When learning to play a fretless the lines and dots may have some use .... most experienced players don't use them much.
  4. Sorry, wrong answer. While you personally may find that fretlines may only have "some use", there are many "experienced players" as well as full-on professionals that find fretlines a useful addition for fretless intonation.

    However, in an interesting turn I fully agree with your first paragraph. Lines shouldn't be a player's only source of correct intonation, but neither should they be removed from the equation entirely. Some players don't need them, some do, some like them as "backup". That has nothing to do with experience.
  5. Some people like Fords and some like Chevies. I find that lines distract me but if they didn't, I'd have no qualms about using a lined fretless. Use what works.
  6. Chuck M

    Chuck M Supporting Member

    May 2, 2000
    San Antonio, Texas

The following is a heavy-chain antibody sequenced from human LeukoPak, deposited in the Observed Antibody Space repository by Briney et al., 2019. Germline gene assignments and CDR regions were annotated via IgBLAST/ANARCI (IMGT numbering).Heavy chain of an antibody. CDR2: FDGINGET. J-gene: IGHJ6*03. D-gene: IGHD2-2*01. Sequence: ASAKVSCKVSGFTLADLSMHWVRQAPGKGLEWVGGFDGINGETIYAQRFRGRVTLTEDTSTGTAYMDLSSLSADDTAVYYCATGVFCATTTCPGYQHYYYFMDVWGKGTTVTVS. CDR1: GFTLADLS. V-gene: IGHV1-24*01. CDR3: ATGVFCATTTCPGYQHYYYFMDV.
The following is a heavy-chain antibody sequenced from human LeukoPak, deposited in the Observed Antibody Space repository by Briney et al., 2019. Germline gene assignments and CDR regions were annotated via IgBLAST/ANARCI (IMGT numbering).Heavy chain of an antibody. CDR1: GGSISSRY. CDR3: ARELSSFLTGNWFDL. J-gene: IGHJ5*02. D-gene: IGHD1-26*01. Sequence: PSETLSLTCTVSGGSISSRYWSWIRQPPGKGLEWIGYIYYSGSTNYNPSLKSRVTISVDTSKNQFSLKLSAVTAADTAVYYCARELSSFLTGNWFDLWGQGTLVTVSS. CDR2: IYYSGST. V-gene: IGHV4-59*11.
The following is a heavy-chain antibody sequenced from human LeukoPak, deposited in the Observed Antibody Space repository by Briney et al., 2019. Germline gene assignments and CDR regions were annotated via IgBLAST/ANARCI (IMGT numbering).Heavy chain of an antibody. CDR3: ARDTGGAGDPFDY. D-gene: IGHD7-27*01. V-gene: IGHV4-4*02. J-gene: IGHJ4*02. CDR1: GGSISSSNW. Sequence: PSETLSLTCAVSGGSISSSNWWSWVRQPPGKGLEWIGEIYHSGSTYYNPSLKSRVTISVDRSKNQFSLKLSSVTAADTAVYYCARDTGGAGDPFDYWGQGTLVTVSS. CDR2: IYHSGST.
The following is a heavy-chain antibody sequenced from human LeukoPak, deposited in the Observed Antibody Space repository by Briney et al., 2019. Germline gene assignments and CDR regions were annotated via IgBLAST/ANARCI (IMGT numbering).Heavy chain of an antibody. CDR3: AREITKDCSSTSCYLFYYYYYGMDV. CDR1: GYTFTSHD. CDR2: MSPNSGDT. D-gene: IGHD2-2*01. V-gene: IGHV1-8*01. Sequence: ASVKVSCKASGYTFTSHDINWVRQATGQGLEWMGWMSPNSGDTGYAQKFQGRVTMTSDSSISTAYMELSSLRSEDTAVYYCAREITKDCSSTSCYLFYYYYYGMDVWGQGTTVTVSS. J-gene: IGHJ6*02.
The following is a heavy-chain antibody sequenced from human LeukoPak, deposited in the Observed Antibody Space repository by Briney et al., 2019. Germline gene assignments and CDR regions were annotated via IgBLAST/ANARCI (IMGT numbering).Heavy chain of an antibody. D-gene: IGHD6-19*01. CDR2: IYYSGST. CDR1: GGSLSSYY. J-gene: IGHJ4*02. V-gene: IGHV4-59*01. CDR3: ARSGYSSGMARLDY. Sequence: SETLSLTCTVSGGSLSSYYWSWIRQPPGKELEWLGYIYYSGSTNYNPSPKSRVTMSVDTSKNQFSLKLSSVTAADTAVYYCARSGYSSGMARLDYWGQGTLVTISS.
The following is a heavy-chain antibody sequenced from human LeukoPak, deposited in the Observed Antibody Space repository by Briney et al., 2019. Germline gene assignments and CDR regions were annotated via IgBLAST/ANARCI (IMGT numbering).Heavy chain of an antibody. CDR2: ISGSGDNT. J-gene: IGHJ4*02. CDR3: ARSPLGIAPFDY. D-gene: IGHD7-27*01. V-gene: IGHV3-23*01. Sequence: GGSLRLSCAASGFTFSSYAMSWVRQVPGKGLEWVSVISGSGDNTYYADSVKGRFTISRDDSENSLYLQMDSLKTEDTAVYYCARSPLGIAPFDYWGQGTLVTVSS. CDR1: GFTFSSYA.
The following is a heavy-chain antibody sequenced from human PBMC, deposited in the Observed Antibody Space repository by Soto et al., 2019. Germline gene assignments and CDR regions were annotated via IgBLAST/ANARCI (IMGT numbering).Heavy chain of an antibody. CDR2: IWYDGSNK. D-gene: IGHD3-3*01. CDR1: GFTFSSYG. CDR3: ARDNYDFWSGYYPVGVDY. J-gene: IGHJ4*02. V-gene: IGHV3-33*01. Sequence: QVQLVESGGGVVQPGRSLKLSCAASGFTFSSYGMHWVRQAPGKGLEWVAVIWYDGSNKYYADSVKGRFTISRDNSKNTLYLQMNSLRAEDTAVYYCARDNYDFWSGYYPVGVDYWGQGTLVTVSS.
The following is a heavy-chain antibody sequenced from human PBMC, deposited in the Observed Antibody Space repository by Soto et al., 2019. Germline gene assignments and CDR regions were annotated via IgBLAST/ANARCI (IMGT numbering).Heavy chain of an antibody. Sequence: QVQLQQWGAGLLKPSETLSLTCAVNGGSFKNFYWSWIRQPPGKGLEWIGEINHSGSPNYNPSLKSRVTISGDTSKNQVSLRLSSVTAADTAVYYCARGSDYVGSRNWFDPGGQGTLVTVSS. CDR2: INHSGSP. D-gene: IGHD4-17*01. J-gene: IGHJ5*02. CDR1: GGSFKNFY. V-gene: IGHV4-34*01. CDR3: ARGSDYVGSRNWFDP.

I have never underestood how fretlines can distract a player. Don't look at them. Is that better?

    I think an unlined fingerboard looks very nice. There is an elegant beauty in a nice piece of ebony that has no dots or lines on it. There are even a few players who can play in tune on an unlined fingerboard. Most players cannot play in tune on a lined fingerboard much less an unlined one.

    The fingerboards on my fretless basses are lined. That is a bit of help at times. I still struggle with intonation at times and know that all honest players will admit to having the same struggle.

    Some nights, you can do no wrong. Other nights you cannot play in tune to save your life.